is toreceive spam messages in the inbox. Hence it is moreimportant for the precision to be at a high level than the recallrate. The precision and recall reveal little unless usedtogether. Commercial spam filters sometimes claim that theyhave an incredibly high precision value
 
of 0.9999% withoutmentioning the related recall rate. This can appear to be verygood to the untrained eye. A reasonably good spam classifiershould have precision very close to 1 and a recall rate > 0.8. Aproblem when evaluating classifiers is to find a good balancebetween the precision and recall rates. Therefore it isnecessary to use a strategy to obtain a combined score. Oneway to achieve this is to use weighted accuracy.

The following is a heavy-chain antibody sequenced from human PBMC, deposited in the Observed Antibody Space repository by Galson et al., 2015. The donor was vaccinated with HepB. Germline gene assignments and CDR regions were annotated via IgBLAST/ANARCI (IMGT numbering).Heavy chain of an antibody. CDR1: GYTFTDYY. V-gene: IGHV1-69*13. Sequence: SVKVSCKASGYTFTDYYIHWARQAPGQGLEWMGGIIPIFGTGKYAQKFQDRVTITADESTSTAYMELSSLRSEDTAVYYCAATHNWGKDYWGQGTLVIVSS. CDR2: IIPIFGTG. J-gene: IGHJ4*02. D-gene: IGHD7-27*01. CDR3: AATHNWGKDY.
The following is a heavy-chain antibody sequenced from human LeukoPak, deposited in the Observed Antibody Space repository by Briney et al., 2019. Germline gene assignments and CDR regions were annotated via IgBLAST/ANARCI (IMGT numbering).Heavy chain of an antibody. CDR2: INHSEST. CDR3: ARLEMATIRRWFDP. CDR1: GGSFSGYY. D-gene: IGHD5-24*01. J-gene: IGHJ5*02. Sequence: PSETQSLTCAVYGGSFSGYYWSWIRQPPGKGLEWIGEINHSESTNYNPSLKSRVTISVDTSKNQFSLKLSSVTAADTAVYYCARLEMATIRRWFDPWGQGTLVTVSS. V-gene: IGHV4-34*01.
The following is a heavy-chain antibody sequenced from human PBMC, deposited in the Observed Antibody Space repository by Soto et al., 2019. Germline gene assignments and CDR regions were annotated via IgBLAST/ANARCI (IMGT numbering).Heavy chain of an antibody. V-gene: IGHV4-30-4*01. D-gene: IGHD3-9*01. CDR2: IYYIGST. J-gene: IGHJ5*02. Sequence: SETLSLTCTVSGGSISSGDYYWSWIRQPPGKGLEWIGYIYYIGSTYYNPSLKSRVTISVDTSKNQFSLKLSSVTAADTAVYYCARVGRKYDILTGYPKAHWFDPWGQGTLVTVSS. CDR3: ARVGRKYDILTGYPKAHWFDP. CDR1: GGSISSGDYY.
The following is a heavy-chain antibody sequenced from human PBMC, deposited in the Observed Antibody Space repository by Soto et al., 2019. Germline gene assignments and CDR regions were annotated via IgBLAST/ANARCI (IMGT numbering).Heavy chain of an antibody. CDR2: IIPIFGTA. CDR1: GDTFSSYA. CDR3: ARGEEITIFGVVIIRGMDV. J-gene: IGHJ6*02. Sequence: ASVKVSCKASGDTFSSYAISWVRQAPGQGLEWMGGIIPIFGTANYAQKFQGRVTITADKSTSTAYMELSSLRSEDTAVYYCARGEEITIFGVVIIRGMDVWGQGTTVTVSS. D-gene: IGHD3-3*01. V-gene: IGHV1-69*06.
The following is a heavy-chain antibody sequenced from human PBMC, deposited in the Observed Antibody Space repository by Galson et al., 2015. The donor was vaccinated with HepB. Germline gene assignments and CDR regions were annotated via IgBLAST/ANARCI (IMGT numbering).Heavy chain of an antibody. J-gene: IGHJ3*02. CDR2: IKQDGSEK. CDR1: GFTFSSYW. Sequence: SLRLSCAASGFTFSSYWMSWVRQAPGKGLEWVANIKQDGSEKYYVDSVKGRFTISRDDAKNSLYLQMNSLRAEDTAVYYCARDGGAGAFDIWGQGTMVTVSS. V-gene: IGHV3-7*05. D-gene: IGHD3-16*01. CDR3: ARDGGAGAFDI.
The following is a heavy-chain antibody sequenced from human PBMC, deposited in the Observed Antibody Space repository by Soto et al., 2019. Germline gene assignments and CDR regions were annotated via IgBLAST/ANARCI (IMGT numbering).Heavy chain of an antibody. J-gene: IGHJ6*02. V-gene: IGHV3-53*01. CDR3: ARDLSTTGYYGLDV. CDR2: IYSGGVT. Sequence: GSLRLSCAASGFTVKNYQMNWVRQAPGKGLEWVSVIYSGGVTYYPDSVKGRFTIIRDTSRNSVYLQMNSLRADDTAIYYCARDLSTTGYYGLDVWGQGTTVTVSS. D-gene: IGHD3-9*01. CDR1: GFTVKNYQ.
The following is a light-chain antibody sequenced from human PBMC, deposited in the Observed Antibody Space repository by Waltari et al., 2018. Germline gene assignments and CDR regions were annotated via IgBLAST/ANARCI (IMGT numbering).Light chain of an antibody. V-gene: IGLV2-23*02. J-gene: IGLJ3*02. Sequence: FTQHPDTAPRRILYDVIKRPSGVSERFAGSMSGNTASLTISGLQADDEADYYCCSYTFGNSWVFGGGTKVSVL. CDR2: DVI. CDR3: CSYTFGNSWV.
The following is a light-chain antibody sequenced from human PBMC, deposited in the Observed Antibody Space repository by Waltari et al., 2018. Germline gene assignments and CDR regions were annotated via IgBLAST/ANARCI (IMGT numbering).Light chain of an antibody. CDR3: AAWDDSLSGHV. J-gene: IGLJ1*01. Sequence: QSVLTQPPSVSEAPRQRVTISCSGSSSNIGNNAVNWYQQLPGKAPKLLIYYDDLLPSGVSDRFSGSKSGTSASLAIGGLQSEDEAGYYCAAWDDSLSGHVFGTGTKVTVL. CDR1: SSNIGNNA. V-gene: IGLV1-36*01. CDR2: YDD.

Cross validation
There are several means of estimating how well the classifierworks after training. The easiest and most straightforwardmeans is by splitting the corpus into two parts and using onepart for training and the other for testing. This is called theholdout method. The disadvantage is that the evaluationdepends heavily on which samples end up in which set.Another method that reduces the variance of the holdoutmethod is k -fold cross-validation. In k -fold cross-validation(Kohavi 1995) the corpus, M , is split into k mutuallyexclusive parts, M
1
,M
2
,…….M
. The inducer is trained onM/M
1
 
and tested against M
1
. This is repeated k times withdifferent i such that i
{1,2,…k}.Finally the performance isestimated as the mean of the total number of tests.
Incoming text (e-
mail)
MessageProbabilitFeature selectionBaesian classfierRemove messae Process messae
(IJCSIS) International Journal of Computer Science and Information Security,Vol. 9, No. 10, October 2011158http://sites.google.com/site/ijcsis/ISSN 1947-5500